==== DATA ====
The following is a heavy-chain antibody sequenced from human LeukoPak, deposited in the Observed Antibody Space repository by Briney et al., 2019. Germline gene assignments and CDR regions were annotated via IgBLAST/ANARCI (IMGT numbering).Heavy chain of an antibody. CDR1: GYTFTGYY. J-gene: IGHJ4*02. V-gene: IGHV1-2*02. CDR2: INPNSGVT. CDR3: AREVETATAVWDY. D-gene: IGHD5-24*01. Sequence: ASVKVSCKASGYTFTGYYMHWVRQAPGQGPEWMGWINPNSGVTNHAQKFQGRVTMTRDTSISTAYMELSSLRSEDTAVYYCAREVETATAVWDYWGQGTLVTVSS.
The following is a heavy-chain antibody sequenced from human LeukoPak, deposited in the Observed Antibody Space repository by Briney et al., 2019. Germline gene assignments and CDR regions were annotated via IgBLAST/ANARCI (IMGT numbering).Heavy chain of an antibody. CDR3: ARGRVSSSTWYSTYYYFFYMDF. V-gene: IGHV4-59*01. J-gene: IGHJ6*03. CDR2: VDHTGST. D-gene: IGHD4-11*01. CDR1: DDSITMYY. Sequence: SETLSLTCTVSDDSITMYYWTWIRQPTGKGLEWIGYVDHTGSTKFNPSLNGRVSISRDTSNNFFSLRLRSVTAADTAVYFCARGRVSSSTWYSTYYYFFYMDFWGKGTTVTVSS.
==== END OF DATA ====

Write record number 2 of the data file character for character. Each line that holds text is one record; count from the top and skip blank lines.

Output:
The following is a heavy-chain antibody sequenced from human LeukoPak, deposited in the Observed Antibody Space repository by Briney et al., 2019. Germline gene assignments and CDR regions were annotated via IgBLAST/ANARCI (IMGT numbering).Heavy chain of an antibody. CDR3: ARGRVSSSTWYSTYYYFFYMDF. V-gene: IGHV4-59*01. J-gene: IGHJ6*03. CDR2: VDHTGST. D-gene: IGHD4-11*01. CDR1: DDSITMYY. Sequence: SETLSLTCTVSDDSITMYYWTWIRQPTGKGLEWIGYVDHTGSTKFNPSLNGRVSISRDTSNNFFSLRLRSVTAADTAVYFCARGRVSSSTWYSTYYYFFYMDFWGKGTTVTVSS.